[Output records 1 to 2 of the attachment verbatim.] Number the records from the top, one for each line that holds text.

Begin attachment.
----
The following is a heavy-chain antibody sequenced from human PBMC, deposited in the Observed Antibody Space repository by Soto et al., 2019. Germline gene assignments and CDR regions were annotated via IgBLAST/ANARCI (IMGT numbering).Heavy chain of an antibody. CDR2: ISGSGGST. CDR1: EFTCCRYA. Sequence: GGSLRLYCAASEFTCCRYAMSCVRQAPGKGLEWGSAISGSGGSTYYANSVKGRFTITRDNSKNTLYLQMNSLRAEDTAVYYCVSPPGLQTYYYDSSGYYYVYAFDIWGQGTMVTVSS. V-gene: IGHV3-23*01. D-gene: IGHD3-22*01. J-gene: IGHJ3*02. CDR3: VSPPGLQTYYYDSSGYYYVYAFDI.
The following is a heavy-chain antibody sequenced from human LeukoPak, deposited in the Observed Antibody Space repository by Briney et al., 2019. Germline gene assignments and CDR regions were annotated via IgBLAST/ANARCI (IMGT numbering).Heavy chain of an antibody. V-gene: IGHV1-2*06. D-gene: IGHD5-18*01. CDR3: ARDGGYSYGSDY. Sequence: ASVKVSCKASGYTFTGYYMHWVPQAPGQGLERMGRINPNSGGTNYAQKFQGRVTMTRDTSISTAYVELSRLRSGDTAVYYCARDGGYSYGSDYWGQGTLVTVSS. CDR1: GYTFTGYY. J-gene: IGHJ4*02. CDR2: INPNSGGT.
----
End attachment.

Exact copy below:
The following is a heavy-chain antibody sequenced from human PBMC, deposited in the Observed Antibody Space repository by Soto et al., 2019. Germline gene assignments and CDR regions were annotated via IgBLAST/ANARCI (IMGT numbering).Heavy chain of an antibody. CDR2: ISGSGGST. CDR1: EFTCCRYA. Sequence: GGSLRLYCAASEFTCCRYAMSCVRQAPGKGLEWGSAISGSGGSTYYANSVKGRFTITRDNSKNTLYLQMNSLRAEDTAVYYCVSPPGLQTYYYDSSGYYYVYAFDIWGQGTMVTVSS. V-gene: IGHV3-23*01. D-gene: IGHD3-22*01. J-gene: IGHJ3*02. CDR3: VSPPGLQTYYYDSSGYYYVYAFDI.
The following is a heavy-chain antibody sequenced from human LeukoPak, deposited in the Observed Antibody Space repository by Briney et al., 2019. Germline gene assignments and CDR regions were annotated via IgBLAST/ANARCI (IMGT numbering).Heavy chain of an antibody. V-gene: IGHV1-2*06. D-gene: IGHD5-18*01. CDR3: ARDGGYSYGSDY. Sequence: ASVKVSCKASGYTFTGYYMHWVPQAPGQGLERMGRINPNSGGTNYAQKFQGRVTMTRDTSISTAYVELSRLRSGDTAVYYCARDGGYSYGSDYWGQGTLVTVSS. CDR1: GYTFTGYY. J-gene: IGHJ4*02. CDR2: INPNSGGT.